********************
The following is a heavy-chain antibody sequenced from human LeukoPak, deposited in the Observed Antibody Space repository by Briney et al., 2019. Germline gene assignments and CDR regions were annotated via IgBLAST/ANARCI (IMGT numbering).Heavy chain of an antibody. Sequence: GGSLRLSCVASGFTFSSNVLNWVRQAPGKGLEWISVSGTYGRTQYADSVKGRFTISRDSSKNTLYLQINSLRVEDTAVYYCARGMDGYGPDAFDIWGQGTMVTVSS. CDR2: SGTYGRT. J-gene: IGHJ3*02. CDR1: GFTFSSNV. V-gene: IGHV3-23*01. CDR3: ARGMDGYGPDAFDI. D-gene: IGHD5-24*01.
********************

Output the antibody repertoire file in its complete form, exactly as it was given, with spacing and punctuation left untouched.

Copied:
The following is a heavy-chain antibody sequenced from human LeukoPak, deposited in the Observed Antibody Space repository by Briney et al., 2019. Germline gene assignments and CDR regions were annotated via IgBLAST/ANARCI (IMGT numbering).Heavy chain of an antibody. Sequence: GGSLRLSCVASGFTFSSNVLNWVRQAPGKGLEWISVSGTYGRTQYADSVKGRFTISRDSSKNTLYLQINSLRVEDTAVYYCARGMDGYGPDAFDIWGQGTMVTVSS. CDR2: SGTYGRT. J-gene: IGHJ3*02. CDR1: GFTFSSNV. V-gene: IGHV3-23*01. CDR3: ARGMDGYGPDAFDI. D-gene: IGHD5-24*01.